Bad things happen around here, to the people we love, to us.
We really should have some kind of warning label, some visible disclaimer. There should be some way to put people on notice about the version of crazy that's all up in here.
Again with the vagueness. I know. I'm sorry.
Only this time I have real and legitimate reasons for not being forthcoming, beyond my own unwillingness to share, that is. Usually it's my filter, my discretion that makes me withhold. This time, I just really can't say much, at least about one of the million crazy things happening in my world. And yes, it's that bad.
There is one new development that I can talk about though. And it's entertaining, at least to those of us not involved in the physical pain of it all.
This story involves my punch card. You know, the one that I jokingly wrote about a while back during our streak of visits to the emergency room.
It should be all filled up now, if it wasn't already.
Last night, my husband was being taunted by a little girl. The one that lives across the street and who, at nine years old, can talk some pretty good smack already. Tom has this antagonistic relationship with a lot of children. Sometimes it's impossible to tell who is teasing who.
Anyway, a while back, Tom taught her how to ride her Ripstik after he committed a full weekend to mastering it himself. For those of you who don't know what a Ripstik is, it's basically a funky 2 wheeled skateboard that requires a whole lot more balance and coordination. He says it's also waaaaay more fun to ride, but I know better than to tempt fate (or test my balance and coordination) that way.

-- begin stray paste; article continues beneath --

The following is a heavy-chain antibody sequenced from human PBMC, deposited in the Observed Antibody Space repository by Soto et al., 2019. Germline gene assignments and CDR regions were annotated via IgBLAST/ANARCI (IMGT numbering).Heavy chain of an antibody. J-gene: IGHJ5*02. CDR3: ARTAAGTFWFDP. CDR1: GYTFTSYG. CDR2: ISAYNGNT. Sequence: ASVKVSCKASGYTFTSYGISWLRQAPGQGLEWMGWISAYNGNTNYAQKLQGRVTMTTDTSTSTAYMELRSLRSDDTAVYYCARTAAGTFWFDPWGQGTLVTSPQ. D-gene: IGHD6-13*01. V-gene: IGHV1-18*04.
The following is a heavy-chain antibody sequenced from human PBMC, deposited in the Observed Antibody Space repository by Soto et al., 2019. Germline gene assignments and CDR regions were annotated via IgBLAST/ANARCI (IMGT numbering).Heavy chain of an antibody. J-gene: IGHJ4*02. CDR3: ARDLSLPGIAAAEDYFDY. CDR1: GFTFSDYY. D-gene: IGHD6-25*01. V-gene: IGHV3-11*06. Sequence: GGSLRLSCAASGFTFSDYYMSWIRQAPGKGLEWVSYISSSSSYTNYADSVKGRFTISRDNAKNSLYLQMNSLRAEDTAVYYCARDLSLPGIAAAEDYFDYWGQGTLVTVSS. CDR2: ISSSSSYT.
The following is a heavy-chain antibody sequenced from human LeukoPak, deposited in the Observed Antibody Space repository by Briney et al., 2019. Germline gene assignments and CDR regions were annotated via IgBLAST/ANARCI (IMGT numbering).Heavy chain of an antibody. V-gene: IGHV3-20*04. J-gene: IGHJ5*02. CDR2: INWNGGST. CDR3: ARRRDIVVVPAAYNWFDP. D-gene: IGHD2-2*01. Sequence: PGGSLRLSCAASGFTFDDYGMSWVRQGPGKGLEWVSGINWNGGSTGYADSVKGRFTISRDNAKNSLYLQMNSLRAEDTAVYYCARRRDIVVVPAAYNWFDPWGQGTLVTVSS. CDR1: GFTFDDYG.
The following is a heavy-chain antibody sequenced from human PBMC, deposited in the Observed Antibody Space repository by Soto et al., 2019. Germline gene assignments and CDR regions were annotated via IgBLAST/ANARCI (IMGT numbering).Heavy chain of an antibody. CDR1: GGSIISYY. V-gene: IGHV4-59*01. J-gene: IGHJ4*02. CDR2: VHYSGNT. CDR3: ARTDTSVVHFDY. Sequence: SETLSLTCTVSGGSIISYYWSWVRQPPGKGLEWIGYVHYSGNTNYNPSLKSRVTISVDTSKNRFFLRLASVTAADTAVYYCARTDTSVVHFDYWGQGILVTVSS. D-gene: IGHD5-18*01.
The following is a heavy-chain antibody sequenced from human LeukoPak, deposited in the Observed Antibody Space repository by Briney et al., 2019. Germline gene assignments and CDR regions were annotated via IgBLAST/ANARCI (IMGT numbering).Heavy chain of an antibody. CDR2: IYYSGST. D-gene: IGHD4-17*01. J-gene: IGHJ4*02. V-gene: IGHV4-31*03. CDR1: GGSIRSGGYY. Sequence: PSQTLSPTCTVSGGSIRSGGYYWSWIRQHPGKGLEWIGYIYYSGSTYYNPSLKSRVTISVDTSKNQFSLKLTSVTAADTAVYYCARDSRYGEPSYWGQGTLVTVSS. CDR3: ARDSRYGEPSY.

|Seriously, don't try this at home.|
The two of them, Tom and the nine year old taunter, often tease each other about who's got better skills on the boards. Last night was no exception. She mastered catching and throwing a football while riding. Then she called him out.
He hopped on his board and they rode circles around each other a while.
Then, something happened. He went off the front of the board in a strange way, different than how he'd ever fallen off it before. Put his hand down to catch himself. Heard a pop.
This is why there should be age limits on these things.
I knew something was wrong when he didn't get up or make any attempt to. Just slowly rolled over in the middle of the street and cradled his elbow. Ice, motrin and a phone call to the grandparents. I took him in as soon as we could leave, and the guy at the registration desk asked what happened. After hearing what Tom had fallen off of, he decided his son wasn't getting one for his birthday anymore.
I knew that he'd done something to it immediately, but Tom was in his usual post-injury denial. That denial lasted only until the x-ray tech came in for images and told him to straighten his arm. It's broken, at the head of the radius. Basically the place in your arm responsible for most of the manipulation and all of the rotation.
He's home from work today, pretty heavily drugged. The cast will go on tomorrow after the swelling goes down a little. He joked with Ashley this morning that he wants to get the same color she has so they can match.
Hell, who am I kidding?
We don't need a label. It's obvious. People can see us coming, with our crutches and casts.
Oh, look, there are the DeBies.....